Citation. Universal Camera Corp. v. NLRB, 340 U.S. 474, 71 S. Ct. 456, 95 L. Ed. 456, 19 Lab. Cas. (CCH) P66,191, 27 L.R.R.M. 2373 (U.S. Feb. 26, 1951)
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Brief Fact Summary.
The Court of Appeals for the Second Circuit granted enforcement of an order directing Universal Camera Corporation (Petitioner) to reinstate an employee with back pay who was discharged because he gave testimony under the Wagner Act (Act), and cease and desist from discriminating against any employee who files charges or gives testimony under the Act. The views of that court conflicted with those of the Court of Appeals for the Sixth Circuit, and clash of opinions required settlement by the United States Supreme Court.
Synopsis of Rule of Law.
The “substantial evidence test” was the standard of review under all three statutes.
The Wagner Act was one of the principle New Deal statutes, and heavily regulated the collective bargaining process and, in many cases, required employers to deal with the unions. That Taft-Hartley Act was enacted in 1947 to amend some features of the Wagner Act that were deemed to tilt the balance too far against employers. The lower courts were reaching different conclusions about the application of the Act, so settlement was required by the Supreme Court. The Petitioner claimed that the Court of Appeals erred in holding that it was barred from taking into account the report of the examiner on questions of fact insofar as that report was rejected by the board.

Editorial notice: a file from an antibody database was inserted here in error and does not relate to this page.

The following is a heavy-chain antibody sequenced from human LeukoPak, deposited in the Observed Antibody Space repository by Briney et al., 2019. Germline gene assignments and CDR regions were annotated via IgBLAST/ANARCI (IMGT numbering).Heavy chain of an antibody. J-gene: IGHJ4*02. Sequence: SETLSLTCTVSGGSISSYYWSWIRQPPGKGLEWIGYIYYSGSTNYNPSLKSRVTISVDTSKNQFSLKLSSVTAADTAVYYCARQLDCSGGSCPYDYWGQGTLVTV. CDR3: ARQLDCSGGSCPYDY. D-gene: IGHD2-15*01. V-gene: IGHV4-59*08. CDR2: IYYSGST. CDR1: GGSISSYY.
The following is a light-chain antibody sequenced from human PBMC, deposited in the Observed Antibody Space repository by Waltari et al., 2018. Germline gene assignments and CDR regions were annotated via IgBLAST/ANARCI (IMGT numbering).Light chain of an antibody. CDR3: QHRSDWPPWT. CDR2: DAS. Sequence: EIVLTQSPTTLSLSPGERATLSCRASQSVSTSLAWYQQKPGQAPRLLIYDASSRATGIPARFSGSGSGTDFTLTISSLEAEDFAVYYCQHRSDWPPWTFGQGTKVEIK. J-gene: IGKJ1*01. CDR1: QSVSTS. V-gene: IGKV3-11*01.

What was the effect of the Administrative Procedure Act and the Taft-Hartley Act on the duty of the Court of Appeals when called upon to review orders of the National Labor Relations Board (NLRB)? Was the Court of Appeals bound by the Board’s rejection of an examiner’s findings?
Remanded to the Court of Appeals to accord the findings of the trial examiner the relevance they reasonably command in answering the comprehensive question whether the evidence supporting the Board’s order was substantiated. The APA and Taft-Hartley Act direct that courts assume more responsibility for the reasonableness and fairness of Labor Board decisions than in the past. The Board’s findings are entitled to respect; but they must still be set aside when a record before the Court of Appeals clearly precludes the decision from being justified by a fair estimate of the worth of the testimony of the witnesses, its informed judgment on the matters, or both. The substantial evidence test applies. The responsibility placed on the Board by the Labor Management Relations Act does not make its decision unreviewable. Nothing in the statutes suggest that the Board should not be influenced by the examiner’s opportunity to observe the witnesses he hears and sees and the Board does not. Nothing suggests that courts should not give an examiner’s report such probative force as it commands. The substantial evidence test is not modified in any way when the examiner and the Board disagree. Dissent. None. Concurrence. None printed.
This was the leading case on the meaning of the Administrative Procedure Act’s “substantial evidence” test for review of agency factual conclusions in formal proceedings.